Erin Brown

Erin Brown

Track: PV/Semiconductor
Undergrad: Western Washington University, Bellingham, WA - Physics
Internship: Nanohmics
Current Job Title: Materials Engineer Intern

I remember when the big “oh-no” moment came mid-way through my third year at Western Washington University. I had been feeling satisfied at the start of the year having accomplished several college challenges: formally declaring a major, joining a research group, starting a part-time job, and finally moving off campus to live like an actual adult. But then I realized an even scarier choice awaited me: assuming I graduated, which some days seemed difficult, what would I do after undergrad?

My mentors advised me to go to as many conferences that year as I possibly could in order to gain perspective and resources. In January, I attended the Conference for Undergraduate Women In Physics (CUWIP). Many events focused on graduate school, but at that point I was leaning away from a doctorate. I was unsure which facet of physics I would be willing to devote the next 5-7 years of my life to studying, and I was starting to experience burnout in some of my academic focused classes. Fortunately, I met Stacey York, who told me about the UO Masters Program. It provided a graduate level degree in a short time scale and focused on both the technical and professional knowledge of how to get a job. By my final year of undergrad, this sounded more and more appealing. So I applied, interviewed, and joined the Semiconductor Track.

I will not lie: the initial summer was intense. The lack of break after my graduation, and the fast pace of the three to four week courses was very challenging. However, everyone in the program acknowledged the difficulties and went above and beyond to help us not only survive, but succeed. The cohort of students in my track became a lifeline. The Semi Track is very interdisciplinary, so we helped tutor each other though the academic challenges. In the process we all became really close friends, where after working for a few hours on homework, or finishing a lab session, we would all go out for sushi, have movie parties, or explore Eugene together. The program staff were also an amazing resource - more than once I had an office session with Lynde or Stacey to get a mental health boost or with professors to get extra help on assignments.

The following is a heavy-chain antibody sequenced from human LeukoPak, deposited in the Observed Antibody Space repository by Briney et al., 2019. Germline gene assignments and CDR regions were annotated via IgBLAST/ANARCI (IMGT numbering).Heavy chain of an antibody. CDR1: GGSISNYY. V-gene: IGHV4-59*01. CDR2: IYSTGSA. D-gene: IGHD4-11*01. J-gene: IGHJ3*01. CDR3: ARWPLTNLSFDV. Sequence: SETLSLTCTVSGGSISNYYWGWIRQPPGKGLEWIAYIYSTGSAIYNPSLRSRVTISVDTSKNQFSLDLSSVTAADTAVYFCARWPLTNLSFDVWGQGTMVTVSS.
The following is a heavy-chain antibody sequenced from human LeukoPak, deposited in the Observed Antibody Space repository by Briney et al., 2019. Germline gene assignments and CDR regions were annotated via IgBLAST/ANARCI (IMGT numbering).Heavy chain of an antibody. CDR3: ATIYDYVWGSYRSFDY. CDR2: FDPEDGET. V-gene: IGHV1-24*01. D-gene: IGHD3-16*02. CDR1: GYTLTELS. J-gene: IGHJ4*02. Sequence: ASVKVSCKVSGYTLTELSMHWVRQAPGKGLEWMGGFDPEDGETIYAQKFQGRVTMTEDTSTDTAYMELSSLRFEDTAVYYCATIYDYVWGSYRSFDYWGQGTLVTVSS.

One of the most valuable, unique aspects of this Master Program is the professional development workshops. The personal feedback on resume reviews were more helpful than consulting with primarily online resources. However, my favorite exercise was the practice interviews, where we would form groups and take turns being the interviewee and interviewer. Not only did this practice make the internship interviews less terrifying, I’ve also continued to use those skills to help hire new employees for my current workplace.

My internship was with Nanohmics, Inc, a small R&D company in Austin, TX that focuses on early-stage technologies for larger companies (ThermoFisher, Raytheon) and government agencies (NASA, DOT). Being a small company that has more projects than people, it is common to be on anywhere from 2-5 projects and wear multiple hats. So while I started with an internship more focused on cleanroom fabrication and material analysis, as my interests changed and stayed on as a full-time employee, I also began assisting with computer modeling, data software scripting, electrical readout, and experimental design of our biosensor (a semiconducting nanoparticle film tailored to detect gas concentrations, pH, and other diagnostic biomarkers). I will say, as frustrating as it was having minimal guidance on the UO lab assignments, it was a perfect preparation for my industry job. One of my first tasks in my internship was to design a way to characterize the magnetostriction of a cantilever using any method I could devise.

Technical aspects aside, during the interview I had asked the President of Nanohmics what he enjoyed most about his job. His response was working with amazing people, many of whom have more expertise than he does. It was a good indicator that the company culture really values its employees, and I have found that to be true. Similar to my experience in the UO Track, every group has a good mix of scientific diversity and collaboration is always encouraged. As a small company, we are all so close knit that it feels more like a large family.

Though college was terrifying because there were so many unknowns, I have ultimately found that it will always turn out okay. Knowing your own personal preferences help; for example I still don’t think I could have focused on one topic in grad school and prefer a flexible company where I can shift between computer and lab work. But if you are overwhelmed or unsure, reach out to get as many perspectives as you can. You don’t have to face these challenges alone and a good support network will help you get through the most difficult times.